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Defense questions witness credibility in theft ring case

Defense lawyers launched an opening-day offensive on Tuesday against the government’s chief witness in the federal trial of three Cuban immigrants charged with stealing drugs and high-quality merchandise from delivery vans and warehouses around the Las Vegas Valley.

The witness, Yordani Corona Del Toro, a 23-year-old felon and “gang-banger,” struck a deal with federal prosecutors in the case to escape a sentence of life in prison in Nevada as a habitual criminal, the defense lawyers said in their opening statements.

Assistant U.S. Attorney Christina Brown told the jury that Del Toro spent six months working undercover with FBI agents and Las Vegas police to break up the theft ring in 2013.

During that time, the informant secretly recorded conversations with the defendants and helped them plan the robbery and kidnapping of a delivery van driver under the watchful eyes of FBI agents, Brown said.

Two of the defendants — Julio De Armas Diaz, 54, and Alexis Torres Simon, 46 — were taken into custody April 8, 2013, as they were about to rob the delivery van driver of pharmaceutical drugs at gunpoint, according to prosecutors. The arrests occurred in the parking lot of Hoggard Elementary School, 950 N. Tonopah Drive, near Washington Avenue, which was about 500 yards from the home of the driver.

The third defendant, Alexander Del Valle Garcia, 42, was arrested several days later.

Defense attorney Osvaldo Fumo, who represents Simon, described Del Toro as a “master thief” who got a big break from the government for throwing the defendants “under the bus.”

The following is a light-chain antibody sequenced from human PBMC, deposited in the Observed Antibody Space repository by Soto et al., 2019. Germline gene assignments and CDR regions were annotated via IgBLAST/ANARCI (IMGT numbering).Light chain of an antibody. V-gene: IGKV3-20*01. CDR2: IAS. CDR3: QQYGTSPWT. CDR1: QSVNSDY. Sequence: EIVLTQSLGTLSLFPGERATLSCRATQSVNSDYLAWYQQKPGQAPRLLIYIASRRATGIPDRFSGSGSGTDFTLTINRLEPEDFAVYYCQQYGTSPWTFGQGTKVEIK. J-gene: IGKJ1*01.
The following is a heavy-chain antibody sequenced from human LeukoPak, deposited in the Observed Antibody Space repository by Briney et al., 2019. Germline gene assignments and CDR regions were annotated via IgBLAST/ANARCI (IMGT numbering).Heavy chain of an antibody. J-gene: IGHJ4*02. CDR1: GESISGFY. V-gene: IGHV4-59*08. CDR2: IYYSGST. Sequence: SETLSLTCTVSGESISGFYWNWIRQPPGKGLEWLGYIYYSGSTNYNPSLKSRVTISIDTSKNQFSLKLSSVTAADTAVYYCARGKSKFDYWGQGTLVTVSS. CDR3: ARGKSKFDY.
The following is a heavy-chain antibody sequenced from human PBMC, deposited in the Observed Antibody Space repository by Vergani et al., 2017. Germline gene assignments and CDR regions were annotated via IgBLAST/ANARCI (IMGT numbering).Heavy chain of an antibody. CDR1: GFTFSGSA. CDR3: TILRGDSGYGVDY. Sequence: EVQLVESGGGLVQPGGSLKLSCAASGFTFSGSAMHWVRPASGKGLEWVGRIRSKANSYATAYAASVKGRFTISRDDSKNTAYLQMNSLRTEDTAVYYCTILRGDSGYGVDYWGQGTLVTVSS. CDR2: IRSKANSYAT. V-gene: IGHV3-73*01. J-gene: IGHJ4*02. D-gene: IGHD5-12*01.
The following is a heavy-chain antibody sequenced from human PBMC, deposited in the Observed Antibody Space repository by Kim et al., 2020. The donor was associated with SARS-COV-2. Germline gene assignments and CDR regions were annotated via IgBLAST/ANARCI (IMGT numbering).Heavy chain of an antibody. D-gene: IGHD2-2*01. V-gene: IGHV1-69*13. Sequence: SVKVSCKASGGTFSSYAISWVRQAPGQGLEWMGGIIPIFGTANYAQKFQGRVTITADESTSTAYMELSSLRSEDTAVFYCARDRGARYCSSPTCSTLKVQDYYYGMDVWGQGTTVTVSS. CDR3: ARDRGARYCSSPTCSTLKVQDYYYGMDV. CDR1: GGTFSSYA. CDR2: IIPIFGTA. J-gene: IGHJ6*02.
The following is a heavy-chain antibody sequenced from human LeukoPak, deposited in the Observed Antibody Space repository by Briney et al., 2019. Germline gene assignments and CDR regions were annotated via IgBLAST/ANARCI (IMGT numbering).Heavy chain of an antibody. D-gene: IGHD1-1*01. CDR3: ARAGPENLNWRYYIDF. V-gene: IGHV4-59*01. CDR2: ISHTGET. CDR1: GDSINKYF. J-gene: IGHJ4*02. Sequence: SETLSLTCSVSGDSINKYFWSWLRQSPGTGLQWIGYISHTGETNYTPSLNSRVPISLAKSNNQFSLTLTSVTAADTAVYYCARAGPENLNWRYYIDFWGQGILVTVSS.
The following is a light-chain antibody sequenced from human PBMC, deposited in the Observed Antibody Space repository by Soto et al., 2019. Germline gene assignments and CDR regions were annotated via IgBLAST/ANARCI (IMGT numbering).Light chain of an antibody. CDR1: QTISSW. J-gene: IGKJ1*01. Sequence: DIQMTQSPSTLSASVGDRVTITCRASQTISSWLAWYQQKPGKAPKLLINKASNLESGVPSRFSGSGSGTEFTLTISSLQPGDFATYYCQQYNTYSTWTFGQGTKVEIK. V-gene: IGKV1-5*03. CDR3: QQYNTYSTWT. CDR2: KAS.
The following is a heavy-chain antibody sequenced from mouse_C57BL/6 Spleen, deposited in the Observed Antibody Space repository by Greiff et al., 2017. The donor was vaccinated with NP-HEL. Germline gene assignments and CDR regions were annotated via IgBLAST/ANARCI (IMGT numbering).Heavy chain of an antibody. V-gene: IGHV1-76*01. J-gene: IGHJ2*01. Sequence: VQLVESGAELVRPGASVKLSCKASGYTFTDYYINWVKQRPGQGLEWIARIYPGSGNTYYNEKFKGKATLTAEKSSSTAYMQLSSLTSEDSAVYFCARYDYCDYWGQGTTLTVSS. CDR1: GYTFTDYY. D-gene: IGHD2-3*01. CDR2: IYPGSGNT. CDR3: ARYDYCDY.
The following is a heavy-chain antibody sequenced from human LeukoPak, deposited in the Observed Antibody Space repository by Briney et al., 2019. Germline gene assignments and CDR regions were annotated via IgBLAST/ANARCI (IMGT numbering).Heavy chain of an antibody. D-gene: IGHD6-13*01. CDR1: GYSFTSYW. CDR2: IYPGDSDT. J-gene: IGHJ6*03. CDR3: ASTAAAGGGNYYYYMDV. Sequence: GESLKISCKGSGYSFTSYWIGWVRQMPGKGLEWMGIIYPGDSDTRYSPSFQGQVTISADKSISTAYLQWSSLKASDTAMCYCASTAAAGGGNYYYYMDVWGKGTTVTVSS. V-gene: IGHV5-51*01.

Fumo and defense lawyers Kathleen Bliss and Brenda Weksler said Del Toro fled to Mexico right under the nose of the FBI last year to avoid sentencing on state felony charges. While there, he posted photos on Facebook showing a wad of cash.

He also took a trip to his native Cuba, the lawyers said.

Eventually, with warrants out for his arrest, the lead FBI agent in the case, Shay Christensen, picked up Del Toro at McCarran International Airport, the lawyers said.

Bliss, a former federal prosecutor who represents Del Valle Garcia, said the government has no forensic evidence — finger prints and DNA — tying the three defendants to any of the crimes.

The only fingerprint on an unloaded gun found in the trunk of one of the defendant’s car after the kidnapping arrests belonged to Christensen, according to Bliss.

All three defendants are in federal custody and are being assisted in court by Spanish speaking interpreters. They face several felony charges, including conspiracy to interfere with commerce by robbery and conspiracy to commit theft from an interstate shipment.

Members of the theft ring are alleged to have conducted surveillance at retailers around the valley to determine delivery patterns. Once a delivery truck was identified, members followed the truck to a warehouse where the merchandise was stored.

Torches were used to cut holes in metal garage-style doors to enter the warehouses and steal the goods, which were loaded into waiting vehicles, authorities alleged

FBI agents assigned to an organized crime squad linked the ring to the Oct. 15, 2012, warehouse theft of $573,756 in exclusive Coach merchandise, including purses, in southeast Las Vegas.

Ring members also broke into unattended delivery vans to steal drugs and other goods, prosecutors alleged.

One theft is alleged to have occurred on Nov. 14, 2012, from a delivery van in the parking lot of a Smith’s grocery store on North Rainbow Boulevard. Another happened on March 13, 2013, in the parking lot of a Walgreen’s store on West Desert Inn Road.

The three defendants also are accused of trying to fence the stolen goods in Las Vegas.

Del Toro could take the witness stand on Wednesday when the trial resumes in the courtroom of U.S. District Judge Jennifer Dorsey.

Contact Jeff German at jgerman@reviewjournal.com or 702-380-8135. Find him on Twitter @JGermanRJ.

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